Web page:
The Open/Alternative Textbook Initiative

About the fund

Awards by Year | Application Process | Requirements | Selection Criteria | Application Form

The Open/Alternative Textbook Initiative was initially made possible through funding from  Student Centered Tuition Enhancement (SCTE) funds with supplemental allocations provided by K-State Libraries. In fall 2014, the Offices of the Provost and President committed funds to the initiative for two years.

The high cost of commercial print textbooks is a major concern for both students and their parents. The goal of the initiative is to encourage faculty experimentation and innovation to develop texts that provide cost savings for students while improving the quality of the learning process. Through the initiative, faculty can receive a stipend up to $5,000 to develop or adopt an alternate to a traditional textbook.

The project is open to either individual faculty members or a team of faculty teaching multiple sections of the same course. A proposed project may involve the use or adaptation of an existing open access textbook, library resources, high quality open educational resources (OER), or faculty-authored materials.  The project may also involve different media (articles, audio, video, web sites).

Co-developers of the initiative, Drs. Andy Bennett and Brian Lindshield have successfully developed and implemented open textbooks. Dr. Bennett's Elementary Differential Equations textbook features algorithms that create problem sets for students to practice. Dr. Lindshield's Kansas State University Human Nutrition (HN 400) Flexbook was a finalist for the 2012 People's Choice Award for the Most Open Resource.

For other examples see Open Textbook Resources.

Application Process

All K-State faculty are eligible to apply for awards of $2,000 - $5,000 each. The award may be used at the discretion of faculty to create their open/alternate textbook.

General Proposal Requirements

In your proposal please provide the required information, and address the following questions:

1. Course information (course name, number, enrollment, semester(s) offered)
2. Information on your current textbook (title, cost, estimate on how much students will save by using your open textbook)
3. Open Textbook plan (narrative) - 2 page maximum
  1. How do you plan to go about replacing the textbook in this course? (e.g., do you plan to use an existing open textbook or develop your own materials), what platform will you use, what format(s) will be used (e.g., PDFSs, e-book, video, etc.)
  2. Does the textbook engage students in the learning process?
  3. How will relevant copyright issues be addressed? (e.g., is the use of copyrighted material allowable under fair use or through a creative commons license?)
  4. How will students access (view/print) the assigned content? Will the textbook be accessible via a student's mobile device or smartphone? Will the text follow universally accessible design principles?
  5. Will you require support from colleagues at the Libraries or iTAC (e.g., to identify or compile resources, consult on copyright or accessibility issues)?
  6. What problems do you anticipate? (e.g., will students be challenged to access the resources, are there time constraints or technology barriers, etc.)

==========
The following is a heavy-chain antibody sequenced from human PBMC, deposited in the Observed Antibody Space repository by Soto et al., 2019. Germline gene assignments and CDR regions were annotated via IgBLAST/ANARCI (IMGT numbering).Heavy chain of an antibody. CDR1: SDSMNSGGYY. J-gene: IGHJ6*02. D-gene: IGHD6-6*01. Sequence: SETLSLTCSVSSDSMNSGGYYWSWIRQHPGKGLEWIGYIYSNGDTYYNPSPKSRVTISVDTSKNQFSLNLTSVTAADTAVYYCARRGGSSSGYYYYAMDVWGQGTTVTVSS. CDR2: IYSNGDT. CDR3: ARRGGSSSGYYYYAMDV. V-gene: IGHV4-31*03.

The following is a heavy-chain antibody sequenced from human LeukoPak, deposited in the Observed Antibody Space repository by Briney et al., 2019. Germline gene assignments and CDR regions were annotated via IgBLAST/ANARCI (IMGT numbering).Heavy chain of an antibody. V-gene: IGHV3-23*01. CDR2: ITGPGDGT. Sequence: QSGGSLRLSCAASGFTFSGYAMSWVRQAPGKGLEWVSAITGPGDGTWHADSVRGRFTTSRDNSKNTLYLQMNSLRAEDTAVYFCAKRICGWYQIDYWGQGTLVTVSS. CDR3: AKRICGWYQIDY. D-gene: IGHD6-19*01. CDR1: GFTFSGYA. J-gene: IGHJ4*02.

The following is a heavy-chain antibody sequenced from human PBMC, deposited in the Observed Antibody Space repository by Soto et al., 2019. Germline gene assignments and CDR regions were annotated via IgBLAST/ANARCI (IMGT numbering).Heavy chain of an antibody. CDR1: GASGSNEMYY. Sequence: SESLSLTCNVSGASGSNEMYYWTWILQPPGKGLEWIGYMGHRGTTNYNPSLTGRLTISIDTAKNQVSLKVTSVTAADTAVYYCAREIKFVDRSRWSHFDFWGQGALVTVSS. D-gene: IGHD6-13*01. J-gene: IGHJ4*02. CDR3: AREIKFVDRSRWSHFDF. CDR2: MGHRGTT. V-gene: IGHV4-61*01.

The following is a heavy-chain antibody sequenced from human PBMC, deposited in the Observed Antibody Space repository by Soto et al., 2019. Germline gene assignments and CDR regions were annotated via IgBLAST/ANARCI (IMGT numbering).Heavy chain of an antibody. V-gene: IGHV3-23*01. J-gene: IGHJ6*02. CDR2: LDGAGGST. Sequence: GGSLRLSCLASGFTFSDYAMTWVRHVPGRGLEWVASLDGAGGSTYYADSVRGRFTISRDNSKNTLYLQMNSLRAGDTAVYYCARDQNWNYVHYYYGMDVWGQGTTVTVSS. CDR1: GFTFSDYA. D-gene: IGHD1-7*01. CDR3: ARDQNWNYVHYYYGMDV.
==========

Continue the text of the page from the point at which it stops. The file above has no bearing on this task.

7. What are your anticipated outcomes? How will you know they were achieved?


Material not eligible for the fund include

  • commercial e-text versions of an existing print textbook
  • textbook rentals
  • existing textbook alternatives already in use by faculty; the proposal must be a new project

Selection Criteria

Applications will be reviewed by a panel consisting of two teaching faculty, a representative from K-State Libraries, a representative from the Student Access Center, and a past textbook initiative awardee.

Winning proposals will be based on responses to narrative questions above and criteria below:

  • Quality and strength of application and how well it meets the requirements
  • Potential savings to K-State students (based on course enrollment numbers and current text costs)
  • Ability to be implemented in the Fall 2015 or Spring 2016
  • Ability to produce a quality product and to actively engage students in the learning process
  • Sustainability of the resource beyond the initial course
  • Willingness or ability to license the resource for re-use or adaption at K-State or beyond
  • Accessibility and usability of the resource for all students (see information provided by the Student Access Center)

Evaluation Reports, Final Meeting, & Grant Disbursement

Award recipients are required to submit short evaluations reflecting on their experience implementing their open/alternative textbook and the outcomes after each semester. Evaluations will be due approximately a month after each semester.

All grant recipients are also required to meet at the end of the academic year to compare experiences, share findings, and make recommendations concerning the program.

Grant Disbursement

For funded proposals, half of each award will be distributed at the beginning of the project and the remainder at the completion of the project.

For more information or to discuss a potential project please contact:

Dr. Andy Bennett
(785) 532-0562

Dr. Brian Lindshield
Human Nutrition
(785) 532-7848

Beth Turtle
K-State Libraries
(785) 532-2830


Last updated: 02/27/2015